I can now read the end of the inside bottom line as calocie or calocye. But the official label on the photo reads, "6th to 7th century!" That's definitely century earlier than the date the experts at BBC assigned to it. They aren't looking any better than the 'Carolingian hand' paleographer.

  11. This is very cool news. Love the verse too.

    I love to see historical gold pieces. Would love to know what the people were thinking and feeling in making those pieces and what they meant to them.

  12. Oops, looks like my last post didn't make it on:

    The question now is, can we dismiss the three variants (two misspellings and an omission) as independent scribal error (unless there was a whole textual family of armband inscriptions), or do these send us back to any particular Old Latin or Vulgate ms?

    Perhaps we could begin by answering the question, In how many OL mss is this verse extant?

  13. I had also mentioned my suspicion that the quasi-official English translation was assimilated to an interlinear edition of the Vulgate.

    In a similar way, some readings in the classical English Bible did not trace back to the Textual Receptus, but to Coverdale's 1538 Latin-English diglot of the NT, which was frequently conformed to the Vulgate in both columns.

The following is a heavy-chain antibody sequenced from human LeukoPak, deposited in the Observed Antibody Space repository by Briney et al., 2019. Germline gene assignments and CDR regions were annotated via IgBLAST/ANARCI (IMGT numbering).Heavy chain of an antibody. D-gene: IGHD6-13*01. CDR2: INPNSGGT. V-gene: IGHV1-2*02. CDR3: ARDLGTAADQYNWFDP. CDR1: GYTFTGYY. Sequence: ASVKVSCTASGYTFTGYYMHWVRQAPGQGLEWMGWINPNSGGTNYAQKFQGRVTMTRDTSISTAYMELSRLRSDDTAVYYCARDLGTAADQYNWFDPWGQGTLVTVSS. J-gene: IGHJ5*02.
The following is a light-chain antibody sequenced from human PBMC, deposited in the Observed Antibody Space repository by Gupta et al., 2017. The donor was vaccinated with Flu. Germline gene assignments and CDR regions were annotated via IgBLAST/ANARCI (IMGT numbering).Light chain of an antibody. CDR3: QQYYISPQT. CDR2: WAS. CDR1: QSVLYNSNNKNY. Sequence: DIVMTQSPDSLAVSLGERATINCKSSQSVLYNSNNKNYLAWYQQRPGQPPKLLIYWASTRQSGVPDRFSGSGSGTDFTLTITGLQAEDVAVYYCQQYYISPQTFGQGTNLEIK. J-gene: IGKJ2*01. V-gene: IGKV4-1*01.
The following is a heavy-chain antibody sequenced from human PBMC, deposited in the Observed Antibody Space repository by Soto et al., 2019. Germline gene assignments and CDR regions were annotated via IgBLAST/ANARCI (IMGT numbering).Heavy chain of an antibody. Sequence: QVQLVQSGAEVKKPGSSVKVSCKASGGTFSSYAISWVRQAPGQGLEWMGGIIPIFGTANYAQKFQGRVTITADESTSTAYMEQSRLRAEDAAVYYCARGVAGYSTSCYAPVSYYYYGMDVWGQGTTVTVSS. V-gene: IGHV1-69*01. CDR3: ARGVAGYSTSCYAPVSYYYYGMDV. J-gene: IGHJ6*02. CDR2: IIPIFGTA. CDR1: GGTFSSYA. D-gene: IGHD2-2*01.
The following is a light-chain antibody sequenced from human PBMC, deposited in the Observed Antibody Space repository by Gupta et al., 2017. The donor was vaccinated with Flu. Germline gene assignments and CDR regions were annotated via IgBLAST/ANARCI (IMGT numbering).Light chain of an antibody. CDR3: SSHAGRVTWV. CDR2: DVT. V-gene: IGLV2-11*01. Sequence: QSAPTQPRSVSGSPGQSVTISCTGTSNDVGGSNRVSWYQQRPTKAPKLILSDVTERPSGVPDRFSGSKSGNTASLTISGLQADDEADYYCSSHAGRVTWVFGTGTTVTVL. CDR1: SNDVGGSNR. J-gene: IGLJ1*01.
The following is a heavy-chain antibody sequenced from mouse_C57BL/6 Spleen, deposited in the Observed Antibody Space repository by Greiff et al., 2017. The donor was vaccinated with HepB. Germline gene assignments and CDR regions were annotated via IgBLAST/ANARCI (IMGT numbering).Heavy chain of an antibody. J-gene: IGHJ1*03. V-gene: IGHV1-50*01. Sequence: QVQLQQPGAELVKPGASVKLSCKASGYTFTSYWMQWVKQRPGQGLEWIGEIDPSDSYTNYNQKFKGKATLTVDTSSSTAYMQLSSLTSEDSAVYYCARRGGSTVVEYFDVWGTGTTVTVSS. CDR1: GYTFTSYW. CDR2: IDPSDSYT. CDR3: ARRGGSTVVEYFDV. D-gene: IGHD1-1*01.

14. I think the text on the inside is similar. I read:

    surge dne di- - - et fugiu(n)t(?) qui ode-
    runt te a fa- - -

    I am not sure about fugiunt - it should be fugent as on the other side, or fugiant. But there is clearly a vertical stroke after fug-, then probably U with a horizontal about it (= n), and not quite clear t.

  15. Check out the first of these letters to the Times:

  16. Michelle Brown, whose opinion I'd trust in such matters, dates the inscription to late seventh-early eighth.

    We've had a great deal of discussion about the form of the text on Ansax and Early Medieval Forum without conclusion. But there are all sorts of possibilities from VL to liturgical mss as source (the verse was widely used in certain liturgical settings) to the inscriber not knowing Latin well and getting it wrong, to variant from Irish/Gaulish text, to inscriber working from memory and getting it wrong, to influence of Old English or other language's affect on pronunciation.....its simply going to take some slogging and even then we may end up with nothing definitive to make a positive determination.

    The period in question is the beginning of the "Northumbrian Renaissance" and from the area where a period of production of both Biblical manuscripts and biblical commentary was being churned out.